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Competing in a seller’s market: multiple offers

In this market, it’s very common to be competing with multiple offers.  Here are some tips to stand out from the crowd and increase your chances of winning the seller’s signature:

  • Fluff Letter.  What agents call a “fluff letter” is a short letter to the seller about the buyer.  Odd as it sounds, multiple offers is like a hostage situation: if you can humanize the victim (in this case, the buyer) you stand a better chance at getting out alive (i.e., getting your offer accepted).  Sellers have emotions, too, if they have several offers that are very similar, but yours has a story behind it, they may be inclined to try to work with you.  It’s easier for sellers to reject offers from anonymous buyers they know nothing about!
  • Financing Contingencies.  There are lots of cash buyers in this market.  If your offer has a financing contingency, try to make it as attractive as possible to the seller so that you stay in the game.  Make your deadlines as tight as possible, and put as much down as you can.  Remember, if you put 30% down in your offer, you can still get a 20% down loan, you just need to have the extra money available from somewhere in case your 20% loan is rejected.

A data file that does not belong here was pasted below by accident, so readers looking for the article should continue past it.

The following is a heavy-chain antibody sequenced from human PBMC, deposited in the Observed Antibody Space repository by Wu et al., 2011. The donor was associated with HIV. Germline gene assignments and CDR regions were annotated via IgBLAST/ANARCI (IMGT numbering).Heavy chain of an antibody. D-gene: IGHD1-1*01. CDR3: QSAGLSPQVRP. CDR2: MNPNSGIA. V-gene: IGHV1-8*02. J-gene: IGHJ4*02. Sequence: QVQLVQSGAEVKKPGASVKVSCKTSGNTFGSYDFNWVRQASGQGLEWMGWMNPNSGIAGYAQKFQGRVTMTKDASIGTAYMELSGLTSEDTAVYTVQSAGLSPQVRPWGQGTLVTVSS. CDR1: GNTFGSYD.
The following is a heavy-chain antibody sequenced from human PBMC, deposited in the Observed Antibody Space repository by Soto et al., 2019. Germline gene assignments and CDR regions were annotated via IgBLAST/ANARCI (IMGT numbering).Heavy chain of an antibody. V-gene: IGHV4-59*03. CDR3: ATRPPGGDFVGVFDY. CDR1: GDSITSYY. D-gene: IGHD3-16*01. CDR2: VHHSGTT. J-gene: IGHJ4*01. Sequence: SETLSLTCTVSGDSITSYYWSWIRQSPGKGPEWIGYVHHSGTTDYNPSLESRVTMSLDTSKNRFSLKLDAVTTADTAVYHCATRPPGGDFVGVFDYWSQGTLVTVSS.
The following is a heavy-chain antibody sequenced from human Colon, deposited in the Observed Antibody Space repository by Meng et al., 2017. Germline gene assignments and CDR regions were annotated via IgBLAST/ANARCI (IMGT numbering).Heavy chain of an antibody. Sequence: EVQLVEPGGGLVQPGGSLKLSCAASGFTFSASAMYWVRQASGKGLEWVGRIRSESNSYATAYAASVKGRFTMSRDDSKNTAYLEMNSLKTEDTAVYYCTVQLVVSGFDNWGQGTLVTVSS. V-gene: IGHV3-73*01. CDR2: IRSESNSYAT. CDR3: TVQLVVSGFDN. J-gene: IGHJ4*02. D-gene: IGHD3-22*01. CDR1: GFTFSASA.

• Inspection.  The other major concession to the seller is removing the inspection contingency.  It’s never easy to advise a client to do so, but it can mean the difference between an accepted or rejected offer.  If it’s a large association where the major systems are common and the age and condition is relatively well-known, in some cases I might advise removing the inspection contingency.
  • Deposits.  One thing  you can do that doesn’t technically cost you a penny is to increase your Purchase & Sale deposit from the typical 5% to a more substantial 10%.  This will give the seller more confidence in your ability to follow through.  The danger, of course, is that if the transaction goes horribly awry, you have alot more money sitting in the listing brokerage’s escrow account and at risk.  However, when competing against offers with better terms, like no financing or no inspection, this is one way to win out.

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